Cuyahoga Falls Veterinary Clinic - Looks nice to me. This photo has been used with permission for teaching/educational purposes at PoC. The text is entirely mine, please note.
As is the case for all professionally qualified people, there are the good veterinarians, the average ones and the poor ones. Superimpose that with varying degrees of experience and you have a wide range of quality in respect of veterinarians. In some countries you might also find vets whose first language is not the language spoken in the county where he or she is working.
Good communication between the vet and the cat's guardian (you) is very important. For instance in London, UK you will meet foreign vets from Europe who are allowed to work in the UK without difficulty. This is an added factor in choosing a veterinarian. Similar issues may present themselves in other international cities. Veterinary clinics who employ young foreign vets are probably cutting costs and that is not a good sign.
Visiting.. There is no substitute to visiting and using a vet. If you are choosing a vet for the first time in the area without knowledge of the vets in the area, I think at the outset you will have to go to the nearest vet to you as this minimises disruption to your cat. Cats generally get anxious when going to the vet. The human guardians get more anxious!
Note: Some vets are specialists at treating cats. In the USA there is the Association of Feline Practitioners. I don't know of a similar association elsewhere. A check on their website to see if there is feline veterinary practitioner in your area must make sense as a first step in choosing a vet if you look after a cat.
When visiting you should gently assess the vet and the facility. I think this is largely common sense. A really nice, pleasant (relatively quiet) and clean reception area together with a nice, pleasant and helpful receptionist counts for a lot. If you feel up to it and are unsure by what you see at first ask for a tour of the facility.
Meeting the vet.. You'll meet the vet in the consultation room. This is where the vet is under the spotlight. How she conducts herself will tell you if she is good. Remember that the cat is the client and you are the guardian. Everything you say and do is for the benefit of the cat i.e what is best for the cat in your opinion having heard the vet and having made some sort of assessment yourself.
This is where some knowledge of cat health is useful; not as a means to try and diagnose and treat but to give you the armoury of knowledge to be able to work with the vet rather than take everything she says as the gospel truth. In this way you can protect your cat from the average or poor vet making mistakes or focusing too much on making money. The vet's priority should be the cat's welfare. You don't have to worry about the good vets. You can accept what they say as gospel truth. You just have to find them first.
How to assess a vet.. These are my personal views. I prefer a vet who is at least in their 30s, maybe older. Ideally they should have 10-15 years experience behind them. Experience is very important. I should know because as a solicitor (attorney in the USA) I was much better after 10 years! Also the vet needs life experience as well as veterinary experience to do the job well. It is a job that requires people skills and making difficult and subtle decisions e.g. when to euthanise a beloved cat companion. This is not to criticise young vets - they all have to learn. It is just that given the option an experienced vet is better.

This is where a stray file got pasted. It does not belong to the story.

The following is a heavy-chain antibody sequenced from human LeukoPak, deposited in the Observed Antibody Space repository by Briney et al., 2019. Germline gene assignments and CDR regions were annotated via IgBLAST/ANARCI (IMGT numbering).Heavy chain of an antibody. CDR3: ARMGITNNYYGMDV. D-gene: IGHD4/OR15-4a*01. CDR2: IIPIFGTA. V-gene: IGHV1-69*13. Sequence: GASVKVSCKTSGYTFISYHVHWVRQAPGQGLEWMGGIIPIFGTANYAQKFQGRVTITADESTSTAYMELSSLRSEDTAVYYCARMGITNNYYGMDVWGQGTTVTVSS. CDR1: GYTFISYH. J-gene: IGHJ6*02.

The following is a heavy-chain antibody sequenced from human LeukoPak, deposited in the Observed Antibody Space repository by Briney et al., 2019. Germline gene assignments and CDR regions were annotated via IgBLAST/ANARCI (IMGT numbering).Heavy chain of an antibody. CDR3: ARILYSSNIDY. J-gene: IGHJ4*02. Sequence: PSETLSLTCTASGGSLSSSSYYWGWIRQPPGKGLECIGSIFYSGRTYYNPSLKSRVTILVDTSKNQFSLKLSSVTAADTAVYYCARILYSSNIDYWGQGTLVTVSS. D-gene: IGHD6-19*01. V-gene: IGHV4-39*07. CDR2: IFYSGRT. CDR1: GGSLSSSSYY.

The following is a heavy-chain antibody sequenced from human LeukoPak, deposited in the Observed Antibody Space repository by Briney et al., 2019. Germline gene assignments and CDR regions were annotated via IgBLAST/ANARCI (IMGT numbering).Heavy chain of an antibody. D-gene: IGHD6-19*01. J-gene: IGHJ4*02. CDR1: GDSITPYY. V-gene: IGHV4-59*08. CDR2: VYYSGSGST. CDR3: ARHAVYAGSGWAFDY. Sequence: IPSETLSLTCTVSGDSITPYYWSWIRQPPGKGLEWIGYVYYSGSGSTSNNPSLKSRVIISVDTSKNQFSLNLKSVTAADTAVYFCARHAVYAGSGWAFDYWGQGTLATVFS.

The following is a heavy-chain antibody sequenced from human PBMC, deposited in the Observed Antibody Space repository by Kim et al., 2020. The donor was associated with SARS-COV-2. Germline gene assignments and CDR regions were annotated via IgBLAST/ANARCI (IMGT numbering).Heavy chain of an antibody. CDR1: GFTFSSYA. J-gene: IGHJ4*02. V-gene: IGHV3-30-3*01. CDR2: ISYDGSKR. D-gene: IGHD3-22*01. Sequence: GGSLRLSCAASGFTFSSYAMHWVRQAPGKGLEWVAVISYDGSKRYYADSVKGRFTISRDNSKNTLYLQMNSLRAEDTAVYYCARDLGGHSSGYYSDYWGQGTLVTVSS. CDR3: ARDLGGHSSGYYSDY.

Your experience is also useful because you have to be able to read a person's character and ideas in relation to animals. A good vet must love or at least like animals. Not all vets do. We have no idea what the percentage is. But a good vet will come across, in what she says and does, as someone who loves and cares about animals. That is the most important factor in choosing a veterinarian. Vets who give the impression that they prioritise financial profit over animal welfare can't really be trusted to give best advice and provide best care. Vets who declaw and devocalise are probably in this category.
If your cat is not insured for veterinary fees, always discuss the cost of treatment and gently challenge the vet if necessary but cost should not be the number one deciding factor.
Does the vet listen to you? Does she give the impression that she has the knowledge? Cat vaccinations are a troublesome area as they should not be obligatory for all cats under all circumstances. Does your vet accept that? Ask him about current recommendations as it might check that his knowledge is up to date.
My vet does not recommend automatically vaccinating my cat. Mentally I gave him a massive plus mark when he said that. Also he said that the diagnosis for ringworm was problematic and that I should not necessarily have my cat tested or treated. I was immediately aware that this vet was not chasing money and that he was not modifying his decision making accordingly. Another plus mark.
A good vet will be able to make you feel at ease and able to discuss tricky health issues and the all important cost. Cost is the biggest worry for many cat guardian other than the obvious: cat health. All other things being equal, if a vet deals with that aspect of their work well and with sensitivity, you can feel confident that you have chosen a good vet.
Photo: Source: Cuyahoga Falls Veterinary Clinic - thank you.
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